“How are you doing?” I ask, tiptoeing over to her bedside to get a better look at the baby.
“I’m doing good,” she says.
I sit down in a chair beside her bed and ask how everything went today. Susan tells me Brooklyn was born that morning at 7:57 a.m. through a Caesarean section.
Curious, I ask what prompted the c-section, and Susan explains she had one with her first daughter, Jessica Rose.
“I started labor with my daughter and it ended up in a c-section, so my doctor did it this way,” she says about Brooklyn.
Jesse and I comment that both children have Rose as their middle name.
“My family’s name is LaRosa, so, just the Rose, we liked the way it sounded anyway, but it had meaning,” Susan says.
I peer over to Susan’s husband, David who is lying in the spare bed.
“We had to leave the house 4:30 this morning,” he tells me.
“How’d everything go for you?” I ask him.
“It’s been good. Everything went exactly as planned,” he says. “As far as the second baby, I’m excited to see how she is.”
I move to Susan’s bed to look at Brooklyn again. She’s wearing a pink hat with blue stripes, a perfect complement to her piercing blue eyes, which sleepily open and close.
“She has blue eyes,” I say.
“For now,” Susan responds.
“Jess was born with blue eyes and then they turned brown,” David says.
I make note to ask about this, and as we leave the room and head back over to the nurses’ station, I ask Jane if all babies born with blue eyes.
“All babies are born with grayish/blue eyes and over the first few months of their lives, they switch over to what color they’re going to be,” she tells me. “And that’s all the genetic mix.”
I’ve also heard babies are colorblind when they’re born, so I ask Jane if that’s true.
She tells me newborns, in fact, do not see color, but can distinguish between black and white.
“That’s why they’re interested in your face,” she says. “They look at the contrast from your eyes, your hair, your skin. You could surmise that’s God’s or nature’s way of bonding.”
Learning the truth
Just then, Lauren Nolfo-Clements, a Wakefield resident with long brown curly hair cascading down her back, waddles out of her room in a green dress.
The hospital staff asked her if she’d be interested in talking to me about her pregnancy and since her son, Griffin Clements, just drifted off to sleep, she’s ready for her interview.
“I’m walking around barefoot because my feet don’t fit in shoes,” she says, approaching us.
We head back into the nursery and sit down in the rocking chairs. At the same time, the Free Press photographer, Nicole Goodhue Boyd, arrives and heads in to photograph Susan and the baby.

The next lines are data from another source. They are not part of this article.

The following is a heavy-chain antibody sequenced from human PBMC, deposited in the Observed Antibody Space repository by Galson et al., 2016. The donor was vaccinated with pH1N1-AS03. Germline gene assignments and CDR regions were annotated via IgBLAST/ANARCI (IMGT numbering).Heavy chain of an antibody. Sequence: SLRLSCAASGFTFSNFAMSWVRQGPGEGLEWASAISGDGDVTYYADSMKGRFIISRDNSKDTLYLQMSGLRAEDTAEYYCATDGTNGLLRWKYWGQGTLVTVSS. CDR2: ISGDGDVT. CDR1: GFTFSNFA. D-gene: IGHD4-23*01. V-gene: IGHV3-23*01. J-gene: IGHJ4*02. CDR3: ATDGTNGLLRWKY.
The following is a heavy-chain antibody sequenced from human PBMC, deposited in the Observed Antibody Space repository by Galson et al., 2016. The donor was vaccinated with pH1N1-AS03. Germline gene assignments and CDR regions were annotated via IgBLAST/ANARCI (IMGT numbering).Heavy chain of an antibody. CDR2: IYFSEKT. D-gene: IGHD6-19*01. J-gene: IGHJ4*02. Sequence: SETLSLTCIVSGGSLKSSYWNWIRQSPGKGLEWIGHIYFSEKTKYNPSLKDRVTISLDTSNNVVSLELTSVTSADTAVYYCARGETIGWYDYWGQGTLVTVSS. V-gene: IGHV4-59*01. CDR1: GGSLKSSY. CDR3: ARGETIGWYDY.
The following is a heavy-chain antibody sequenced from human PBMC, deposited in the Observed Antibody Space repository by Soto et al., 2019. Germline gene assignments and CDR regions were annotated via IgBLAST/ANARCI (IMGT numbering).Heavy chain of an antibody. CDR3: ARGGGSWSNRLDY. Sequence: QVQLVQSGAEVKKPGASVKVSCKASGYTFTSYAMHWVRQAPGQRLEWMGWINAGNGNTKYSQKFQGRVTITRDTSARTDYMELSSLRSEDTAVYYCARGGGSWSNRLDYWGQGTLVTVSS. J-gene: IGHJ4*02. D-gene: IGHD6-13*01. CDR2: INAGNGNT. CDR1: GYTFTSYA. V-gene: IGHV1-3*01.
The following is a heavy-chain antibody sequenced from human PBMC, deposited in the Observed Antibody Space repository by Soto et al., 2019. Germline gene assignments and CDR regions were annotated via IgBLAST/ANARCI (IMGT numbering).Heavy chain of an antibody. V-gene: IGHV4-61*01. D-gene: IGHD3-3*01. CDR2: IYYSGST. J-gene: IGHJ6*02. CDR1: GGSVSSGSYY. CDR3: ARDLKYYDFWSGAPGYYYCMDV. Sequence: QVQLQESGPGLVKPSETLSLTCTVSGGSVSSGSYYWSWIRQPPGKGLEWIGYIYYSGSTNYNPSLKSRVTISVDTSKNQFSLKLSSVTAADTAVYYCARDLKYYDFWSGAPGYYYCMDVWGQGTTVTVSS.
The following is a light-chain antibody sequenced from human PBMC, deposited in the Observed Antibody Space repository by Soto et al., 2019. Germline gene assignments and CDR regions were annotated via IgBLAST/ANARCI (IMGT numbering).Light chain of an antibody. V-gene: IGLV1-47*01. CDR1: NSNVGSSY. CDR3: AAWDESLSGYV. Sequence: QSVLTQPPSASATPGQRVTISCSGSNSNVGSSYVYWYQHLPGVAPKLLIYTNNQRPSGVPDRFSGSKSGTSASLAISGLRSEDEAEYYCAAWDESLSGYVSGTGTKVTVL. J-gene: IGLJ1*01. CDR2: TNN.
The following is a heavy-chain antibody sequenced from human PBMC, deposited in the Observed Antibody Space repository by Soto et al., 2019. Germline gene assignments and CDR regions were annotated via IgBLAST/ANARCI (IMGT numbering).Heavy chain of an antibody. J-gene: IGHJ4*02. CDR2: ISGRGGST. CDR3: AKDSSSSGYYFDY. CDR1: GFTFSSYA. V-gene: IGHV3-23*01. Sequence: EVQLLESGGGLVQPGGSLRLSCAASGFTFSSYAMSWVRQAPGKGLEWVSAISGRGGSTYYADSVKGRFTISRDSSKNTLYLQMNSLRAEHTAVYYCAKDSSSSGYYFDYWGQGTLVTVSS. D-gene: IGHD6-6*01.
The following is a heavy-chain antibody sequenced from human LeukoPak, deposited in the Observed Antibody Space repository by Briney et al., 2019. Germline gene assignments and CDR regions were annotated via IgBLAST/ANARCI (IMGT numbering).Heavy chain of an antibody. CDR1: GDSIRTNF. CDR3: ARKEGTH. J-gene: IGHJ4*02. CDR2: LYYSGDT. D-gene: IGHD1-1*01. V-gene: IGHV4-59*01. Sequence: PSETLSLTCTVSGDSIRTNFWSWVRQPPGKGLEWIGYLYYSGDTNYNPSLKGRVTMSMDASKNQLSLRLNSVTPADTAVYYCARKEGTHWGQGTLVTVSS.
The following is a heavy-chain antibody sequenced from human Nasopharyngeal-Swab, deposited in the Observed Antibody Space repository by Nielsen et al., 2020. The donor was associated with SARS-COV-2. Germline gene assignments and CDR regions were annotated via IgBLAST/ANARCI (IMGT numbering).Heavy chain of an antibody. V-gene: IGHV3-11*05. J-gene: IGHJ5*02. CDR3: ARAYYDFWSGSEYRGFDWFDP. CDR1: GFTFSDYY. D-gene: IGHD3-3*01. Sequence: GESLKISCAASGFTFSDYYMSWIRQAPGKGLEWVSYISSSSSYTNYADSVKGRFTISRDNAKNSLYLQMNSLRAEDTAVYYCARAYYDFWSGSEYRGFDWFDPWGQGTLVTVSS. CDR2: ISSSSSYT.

I ask Lauren about her delivery, which ended in a c-section on May 1.
“What happened with Griffin is my water broke,” she says. “I started dilating, but he didn’t descend to my pelvis. If he never goes to the pelvis, you can’t push him out. After waiting four hours fully dilated, the doctor said he’s not going to come out.”
Three years ago Lauren gave birth to her first daughter, Holly Clements.
“When I had her, I was in labor for four days and I had to push for three hours,” she says. “I was hell-bent on delivering her naturally.”
And although Lauren wanted to do the same with Griffin, she tells me the c-section wasn’t what she expected.
“It wasn’t so bad,” she says. “It’s the most bizarre thing. You can’t feel any pain, but you can feel the kid coming out.”
Lauren then starts explaining some of the differences between a vaginal delivery and a c-section. (Warning, if gory details aren’t your thing, skip over the next few paragraphs.)
“When you have a vaginal delivery, there’s stuff that happens to your vagina — you have a lot of trouble sitting,” she says.
With a c-section, although there’s lower abdominal pain, it’s treatable with an over-the-counter pain reliever, she continues.
“I can sit all I want,” she jokes.
She also tells me that with vaginal deliveries there’s more blood that needs to be flushed out of the body, resulting in heavy bleeding for four to six weeks.
“They say to you, ‘only call if you pass anything larger than a grapefruit,’ and you say,’ a grapefruit?’ and they mean it.”
Completely horrified at this point, I’m unsure why I asked her to continue with the horrors of pregnancy.
“‘The horrors,’” she laughs. “I lucked out, I was fine.”
After some more chitchat, in which Lauren tells me Griffin looks like her, as opposed to Holly, who “came out and it was my husband, but a girl,” we walk back to her room so Nicole can get some pictures.
I hear wailing as we exit the nursery. “Oh, he’s crying!”
“It’s because the doctor is checking him out,” Lauren says.
Inside, pediatrician Elena Gorlovsky is doing just that. She is using a portable ophthalmoscope to examine Griffin’s eyes and he is not enjoying it.
“He doesn’t like to be —”Lauren pauses.
“Manhandled?” Nicole interjects.
“Yeah,” she says.
“One more second…” Elena says as Griffin continues to cry and squirm.
“Griff! Griff! Griff! It’s OK,” Lauren coos. “We need to see your pretty eyes.”
Once Elena finishes and Griffin begins to settle down, we excuse ourselves so Lauren and her son can have some alone time.
Bye, bye babies
As my time draws to a close at the hospital I stand with Jane and Jesse, wracking my brain for last questions I may have.
“Do you any crazy baby stories?” I ask.
“There’s always crazy stories,” says Jane. “Every day in labor and delivery is an adventure.”